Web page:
The worlds most accurate "ruler" made with extreme ultraviolet light has been built and demonstrated with ultrafast laser pulses by scientists at JILA, a joint institute of the National Institute of Standards and Technology (NIST) and the University of Colorado at Boulder.
The new JILA ultraviolet "ruler" is made by exposing xenon gas atoms to a special type of infrared laser light called a femtosecond frequency "comb."
The new device, which consistently generates pulses of light lasting just femtoseconds (quadrillionths of a second, or millionths of a billionth of a second) in the ultraviolet region of the electromagnetic spectrum, will be described in the May 20 issue of Physical Review Letters.*
The device is expected to become an important tool for ultraprecise measurements in many fields of science, including chemistry, physics and astronomy. A ruler made with shorter wavelengths of light makes it possible to "see" more precise differences than ever before in the energy levels of light emissions that identify specific atoms, in the timing of chemical reactions, or, if additional applications are developed, in the dimensions of certain nanometer-scale objects. The new device also can be compared to a camera with ultrafast shutter speeds and consistent shot-to-shot frame speed and stability, allowing scientists to take real-time "pictures" of finer structures and dynamics. By combining many such pictures at a high speed, scientists can gain a more detailed understanding of many phenomena.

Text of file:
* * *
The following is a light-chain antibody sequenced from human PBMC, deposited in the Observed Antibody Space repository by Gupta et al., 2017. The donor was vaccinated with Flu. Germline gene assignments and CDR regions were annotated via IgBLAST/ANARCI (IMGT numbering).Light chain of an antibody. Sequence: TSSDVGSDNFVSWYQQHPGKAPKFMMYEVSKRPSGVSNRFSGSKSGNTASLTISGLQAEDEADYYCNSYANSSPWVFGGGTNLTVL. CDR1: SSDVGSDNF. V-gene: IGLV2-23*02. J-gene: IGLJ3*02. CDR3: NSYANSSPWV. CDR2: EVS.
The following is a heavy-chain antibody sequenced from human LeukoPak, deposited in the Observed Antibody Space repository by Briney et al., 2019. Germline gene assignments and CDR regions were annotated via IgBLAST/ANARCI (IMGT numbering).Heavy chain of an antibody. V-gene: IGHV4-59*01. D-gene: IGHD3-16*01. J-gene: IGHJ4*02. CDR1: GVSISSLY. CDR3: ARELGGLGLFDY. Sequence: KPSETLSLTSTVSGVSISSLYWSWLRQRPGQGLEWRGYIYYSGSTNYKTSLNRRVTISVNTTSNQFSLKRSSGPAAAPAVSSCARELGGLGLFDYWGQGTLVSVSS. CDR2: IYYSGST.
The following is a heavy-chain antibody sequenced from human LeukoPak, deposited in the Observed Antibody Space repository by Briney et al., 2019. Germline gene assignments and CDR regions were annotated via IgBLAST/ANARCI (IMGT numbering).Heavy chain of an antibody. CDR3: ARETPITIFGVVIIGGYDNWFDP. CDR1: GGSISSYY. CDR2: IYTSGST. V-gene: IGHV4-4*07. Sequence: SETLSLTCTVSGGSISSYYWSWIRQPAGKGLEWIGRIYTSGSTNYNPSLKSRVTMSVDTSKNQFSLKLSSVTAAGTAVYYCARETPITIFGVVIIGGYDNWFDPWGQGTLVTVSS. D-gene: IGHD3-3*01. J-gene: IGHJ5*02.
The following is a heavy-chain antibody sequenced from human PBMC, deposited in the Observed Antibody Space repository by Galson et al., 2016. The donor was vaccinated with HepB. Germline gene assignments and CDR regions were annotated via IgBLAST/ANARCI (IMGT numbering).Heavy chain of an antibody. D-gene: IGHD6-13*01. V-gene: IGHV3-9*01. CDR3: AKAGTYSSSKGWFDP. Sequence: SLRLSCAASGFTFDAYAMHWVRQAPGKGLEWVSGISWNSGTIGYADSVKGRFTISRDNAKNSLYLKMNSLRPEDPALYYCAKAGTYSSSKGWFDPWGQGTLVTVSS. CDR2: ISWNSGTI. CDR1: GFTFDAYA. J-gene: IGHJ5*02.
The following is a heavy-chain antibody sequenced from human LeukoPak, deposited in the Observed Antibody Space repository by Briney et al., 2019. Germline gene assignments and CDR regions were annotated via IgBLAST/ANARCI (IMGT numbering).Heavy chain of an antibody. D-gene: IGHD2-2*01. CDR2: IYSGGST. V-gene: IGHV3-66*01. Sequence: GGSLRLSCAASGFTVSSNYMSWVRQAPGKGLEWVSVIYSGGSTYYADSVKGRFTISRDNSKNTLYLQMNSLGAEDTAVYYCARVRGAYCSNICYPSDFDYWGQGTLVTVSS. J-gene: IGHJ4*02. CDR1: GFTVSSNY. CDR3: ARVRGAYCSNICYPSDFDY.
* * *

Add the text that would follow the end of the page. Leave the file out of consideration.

Laura Ost | EurekAlert!
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Let’s say the armrest is broken in your vintage car. As things stand, you would need a lot of luck and persistence to find the right spare part. But in the world of Industrie 4.0 and production with batch sizes of one, you can simply scan the armrest and print it out. This is made possible by the first ever 3D scanner capable of working autonomously and in real time. The autonomous scanning system will be on display at the Hannover Messe Preview on February 6 and at the Hannover Messe proper from April 23 to 27, 2018 (Hall 6, Booth A30).
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